WE1.L10 - IMPLEMENTATION OF THE LAND, ATMOSPHERE NEAR-REAL-TIME CAPABILITY FOR EOS (LANCE)
1. Land Atmosphere Near real-time Capability for EOSDIS (LANCE) Karen Michael, Kevin Murphy, Dawn Lowe, Jeanne Behnke - ESDIS Project, GSFC Martha Maiden, NASA HQ Chris Justice (UMd), Michael Goodman (NASA HQ) UWG Co-Chairs
17. Sea - Ice Monitoring Source: http://www.ec.gc.ca/glaces-ice/default.asp?lang=En&n=D32C361E-1 Canadian Ice Service
18. Dust Detection Over Land The Application: Depicting dust storms over the bright deserts through enhanced imagery. DoD Context: Mission planning, aircraft routing/launch/recovery, weapons selection. Source: Jeff Hawkins Naval Research Laboratory Monterey The Approach: Use multi-spectral MODIS data to identify dust via color, thermal, spectral (11/12) contrast, and 1.38 cirrus filtering. ( ) Vis/NIR Index Temperature Cirrus Flag Split Window dust
19. Drought Monitoring Source: NASA MODIS NDVI Source: NASA MODIS NDVI Mean Vegetation Index Drought Impacted Vegetation Index (2007-08) USDA FAS / UMD / GSFC Dec 3-18, 2007 Dec 19-Jan1, 2008 Jan 1-Jan 16, 2008 Jan 17 – Feb 1, 2008 Feb 2 – Feb 17, 2008 Feb 18 – March 4, 2008 March 5- March 20, 2008 March 21- Apr 5, 2008 April 6- Apr 21, 2008 Vegetation Index Time Series for Cropped Areas in Iraq Vegetation Index Date Current Season (2007-2008) Mean (2000-2007) average average average
Notas do Editor
Examples of side-by-side comparisons of the standard and near-real time. The first shows a Land Surface Reflectance granule over the Midwest. There appears to be no difference between the products. However, under close examination the near-real time view shows slightly more haze West of the Great Lakes. In contrast, the second side-by-side comparison is for Cloud Top Temperature for the same granule and there are very obvious differences in the region West of the Great Lakes. This is as a result of the sensitivity of this product to the GDAS ancillary data.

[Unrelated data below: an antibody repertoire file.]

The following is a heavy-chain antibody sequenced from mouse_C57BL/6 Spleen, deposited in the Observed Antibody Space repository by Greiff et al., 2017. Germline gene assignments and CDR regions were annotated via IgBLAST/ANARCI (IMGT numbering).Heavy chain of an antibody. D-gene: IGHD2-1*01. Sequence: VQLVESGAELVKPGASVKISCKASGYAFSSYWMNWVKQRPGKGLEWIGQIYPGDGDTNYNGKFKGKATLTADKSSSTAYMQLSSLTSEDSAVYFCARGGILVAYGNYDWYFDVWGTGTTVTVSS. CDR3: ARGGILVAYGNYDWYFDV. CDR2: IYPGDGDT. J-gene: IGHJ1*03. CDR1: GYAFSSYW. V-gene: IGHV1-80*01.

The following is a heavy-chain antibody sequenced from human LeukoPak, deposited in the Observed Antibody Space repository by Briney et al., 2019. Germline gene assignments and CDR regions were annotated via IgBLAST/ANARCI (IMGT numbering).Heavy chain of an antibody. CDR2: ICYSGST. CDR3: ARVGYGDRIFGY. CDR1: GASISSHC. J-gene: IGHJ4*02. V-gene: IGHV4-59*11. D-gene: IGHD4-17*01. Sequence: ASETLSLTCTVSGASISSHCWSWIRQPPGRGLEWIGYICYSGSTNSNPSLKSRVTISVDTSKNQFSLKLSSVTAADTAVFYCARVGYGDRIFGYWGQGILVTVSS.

AIRS false-color 3-km visible image (left), and the SO2 brightness temperature difference at 10-km resolution (right) BT_diff_SO2 values under-6K have likely volcanic SO2. Information from multiple sensors indicates that this eruption is mostly ash with little SO2 being expelled into the atmosphere.
This AMSR-E Brightness Temperature image with a GOES background shows Hurricane Alex entering Mexico, just as it is degraded to a tropical storm. Courtesy of US Naval Research Laboratory
OMI image showing the ash cloud from the Icelandic volcano as flights are cancelled all across Europe, impacting tens of thousands of customers. Shown with MODIS “Blue Marble” Background
MODIS Terra image taken on a relatively cloud free day just off the coast of New Orleans capturing the oil slick as it is being transported to the south via a loop current. The thicker oil slick appears brighter than surrounding water.
Do we have a more recent example from LANCE The maps they generate are available to governments and relief organizations. For flood detection, the Flood Observatory has defined at least 710 sections of rivers worldwide. Each section is 20 to 30 kilometers in length and 20 to 30 kilometers in width. MODIS monitors the sections, called reaches, to determine the status of each. When water levels rise to flood status, the river can be targeted by higher-resolution sensors.
The Canadian Ice Service uses MODIS images to chart out the daily ice conditions in the lakes, bays, and ocean around Canada.
Dust events over Iraq can be quite nerve-wracking. Using MODIS data, Dr. Miller from our group developed and published a technique that applied a multi-spectral approach to distinguish dust from both clouds and the very complex desert terrain. In this example, the true color image reveals a complicated terrain pattern over the region within NW Persian Gulf. The dust product revealed a mesoscale frontal pattern of dust. Adding model winds depicts the circulation pattern within the dust plume along with a hint of the projected movement within the plume. In this example, dust over the Red Sea is clearly visible, but the extent of the plume isn’t clearly evident until the dust product is observed. In this example over the desert and mountainous terrain of Afghanistan, the dust pattern is visible, however, the dust product exposes the thickness of the plume, the sources of dust production, and hidden pockets of dust as shown here. This final example depicts the envelope of dust. Throughout the Middle East campaign, the NRL dust product has been an invaluable resource for military planners. Although there are a number of dust products available, the true test of dust detection comes in this type of terrain. Miller, S. D., 2003: A consolidated technique for enhancing desert dust storms with MODIS. Geophys. Res. Lett., 30, No. 20, 2071. Courtesy: NRL Satellite FOCUS web team, Naval Research Laboratory, Marine Meteorology Division, Monterey, CA 93943